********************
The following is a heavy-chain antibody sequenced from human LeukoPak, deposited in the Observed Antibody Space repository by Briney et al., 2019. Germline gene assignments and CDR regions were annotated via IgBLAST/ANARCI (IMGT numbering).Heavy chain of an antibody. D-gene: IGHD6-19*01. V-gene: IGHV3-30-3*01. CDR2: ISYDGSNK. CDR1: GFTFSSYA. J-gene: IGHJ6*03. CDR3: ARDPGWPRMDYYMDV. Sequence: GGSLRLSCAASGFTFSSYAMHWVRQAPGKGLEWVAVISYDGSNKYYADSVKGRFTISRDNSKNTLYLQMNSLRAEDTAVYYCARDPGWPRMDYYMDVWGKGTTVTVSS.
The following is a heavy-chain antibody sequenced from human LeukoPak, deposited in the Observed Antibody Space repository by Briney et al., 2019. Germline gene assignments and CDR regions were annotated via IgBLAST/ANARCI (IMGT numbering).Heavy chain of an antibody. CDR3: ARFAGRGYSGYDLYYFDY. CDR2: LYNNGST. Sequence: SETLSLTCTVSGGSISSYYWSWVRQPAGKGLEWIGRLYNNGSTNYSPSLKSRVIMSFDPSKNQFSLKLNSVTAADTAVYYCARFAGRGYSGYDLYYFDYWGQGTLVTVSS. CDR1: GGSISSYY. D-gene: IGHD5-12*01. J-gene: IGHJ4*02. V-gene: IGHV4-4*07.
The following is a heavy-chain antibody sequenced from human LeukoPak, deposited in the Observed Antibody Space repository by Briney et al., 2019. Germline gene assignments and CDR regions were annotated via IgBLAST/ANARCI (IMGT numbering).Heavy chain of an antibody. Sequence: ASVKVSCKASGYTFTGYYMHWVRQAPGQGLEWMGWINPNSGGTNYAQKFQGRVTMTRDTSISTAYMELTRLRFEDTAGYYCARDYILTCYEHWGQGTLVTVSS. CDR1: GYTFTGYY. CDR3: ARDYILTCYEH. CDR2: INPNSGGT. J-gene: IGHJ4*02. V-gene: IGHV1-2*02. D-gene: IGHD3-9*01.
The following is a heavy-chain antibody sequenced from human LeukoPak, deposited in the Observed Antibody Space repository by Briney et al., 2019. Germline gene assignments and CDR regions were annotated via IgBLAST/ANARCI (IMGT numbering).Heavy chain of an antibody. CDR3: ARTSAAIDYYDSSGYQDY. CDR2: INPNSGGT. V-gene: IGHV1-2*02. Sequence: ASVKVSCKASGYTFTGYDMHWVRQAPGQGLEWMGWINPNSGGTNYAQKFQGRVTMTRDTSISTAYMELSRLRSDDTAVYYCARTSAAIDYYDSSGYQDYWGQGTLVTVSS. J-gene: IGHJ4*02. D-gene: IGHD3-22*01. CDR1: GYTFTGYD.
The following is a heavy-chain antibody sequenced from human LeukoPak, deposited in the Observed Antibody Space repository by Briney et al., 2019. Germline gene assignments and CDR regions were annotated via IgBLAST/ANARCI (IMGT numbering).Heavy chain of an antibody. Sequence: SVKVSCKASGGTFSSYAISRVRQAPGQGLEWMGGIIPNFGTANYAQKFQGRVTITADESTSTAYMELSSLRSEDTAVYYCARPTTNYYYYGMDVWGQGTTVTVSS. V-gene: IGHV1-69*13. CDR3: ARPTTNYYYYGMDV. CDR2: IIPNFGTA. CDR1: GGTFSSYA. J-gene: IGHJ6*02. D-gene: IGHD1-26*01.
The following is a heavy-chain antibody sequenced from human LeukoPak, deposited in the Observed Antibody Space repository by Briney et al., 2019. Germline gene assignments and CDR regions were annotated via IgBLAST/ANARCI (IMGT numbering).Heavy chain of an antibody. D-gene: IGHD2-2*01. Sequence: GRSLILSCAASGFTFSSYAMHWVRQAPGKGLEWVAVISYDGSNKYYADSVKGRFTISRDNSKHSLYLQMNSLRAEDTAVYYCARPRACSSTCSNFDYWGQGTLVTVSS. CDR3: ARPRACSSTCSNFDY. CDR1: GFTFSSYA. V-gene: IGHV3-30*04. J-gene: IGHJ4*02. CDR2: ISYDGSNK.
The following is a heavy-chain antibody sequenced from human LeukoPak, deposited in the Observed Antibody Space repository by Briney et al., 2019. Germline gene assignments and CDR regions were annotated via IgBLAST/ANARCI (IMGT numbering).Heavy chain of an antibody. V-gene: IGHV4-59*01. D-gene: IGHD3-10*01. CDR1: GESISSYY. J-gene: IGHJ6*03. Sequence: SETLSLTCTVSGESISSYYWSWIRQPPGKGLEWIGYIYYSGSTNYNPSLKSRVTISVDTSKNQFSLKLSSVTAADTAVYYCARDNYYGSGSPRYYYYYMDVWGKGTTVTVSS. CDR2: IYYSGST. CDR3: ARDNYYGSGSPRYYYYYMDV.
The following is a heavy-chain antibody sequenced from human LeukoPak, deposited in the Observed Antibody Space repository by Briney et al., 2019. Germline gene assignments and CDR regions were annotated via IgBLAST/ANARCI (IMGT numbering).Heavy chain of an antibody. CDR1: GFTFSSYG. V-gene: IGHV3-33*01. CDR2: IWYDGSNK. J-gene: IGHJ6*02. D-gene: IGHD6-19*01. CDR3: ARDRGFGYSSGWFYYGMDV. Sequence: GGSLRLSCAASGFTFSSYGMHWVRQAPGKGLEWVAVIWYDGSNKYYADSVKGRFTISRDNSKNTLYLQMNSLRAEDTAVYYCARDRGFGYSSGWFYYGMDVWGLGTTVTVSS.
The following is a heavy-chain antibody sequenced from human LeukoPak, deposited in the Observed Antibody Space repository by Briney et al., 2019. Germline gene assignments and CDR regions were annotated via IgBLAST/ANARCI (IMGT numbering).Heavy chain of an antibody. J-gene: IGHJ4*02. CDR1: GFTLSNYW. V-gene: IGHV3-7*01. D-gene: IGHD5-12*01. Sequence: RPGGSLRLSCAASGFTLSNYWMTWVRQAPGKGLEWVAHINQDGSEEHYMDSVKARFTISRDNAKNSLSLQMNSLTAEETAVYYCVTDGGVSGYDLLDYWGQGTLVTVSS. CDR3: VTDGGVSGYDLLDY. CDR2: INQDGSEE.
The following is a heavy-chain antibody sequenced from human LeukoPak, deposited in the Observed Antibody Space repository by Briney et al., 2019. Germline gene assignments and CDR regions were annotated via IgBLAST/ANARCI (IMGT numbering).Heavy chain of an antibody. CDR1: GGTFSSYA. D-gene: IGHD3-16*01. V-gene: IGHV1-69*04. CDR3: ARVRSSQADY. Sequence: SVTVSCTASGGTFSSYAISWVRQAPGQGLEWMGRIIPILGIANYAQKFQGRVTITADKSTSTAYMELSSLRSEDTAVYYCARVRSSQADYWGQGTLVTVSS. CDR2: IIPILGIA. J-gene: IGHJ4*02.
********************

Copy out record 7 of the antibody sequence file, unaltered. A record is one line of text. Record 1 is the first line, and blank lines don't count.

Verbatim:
The following is a heavy-chain antibody sequenced from human LeukoPak, deposited in the Observed Antibody Space repository by Briney et al., 2019. Germline gene assignments and CDR regions were annotated via IgBLAST/ANARCI (IMGT numbering).Heavy chain of an antibody. V-gene: IGHV4-59*01. D-gene: IGHD3-10*01. CDR1: GESISSYY. J-gene: IGHJ6*03. Sequence: SETLSLTCTVSGESISSYYWSWIRQPPGKGLEWIGYIYYSGSTNYNPSLKSRVTISVDTSKNQFSLKLSSVTAADTAVYYCARDNYYGSGSPRYYYYYMDVWGKGTTVTVSS. CDR2: IYYSGST. CDR3: ARDNYYGSGSPRYYYYYMDV.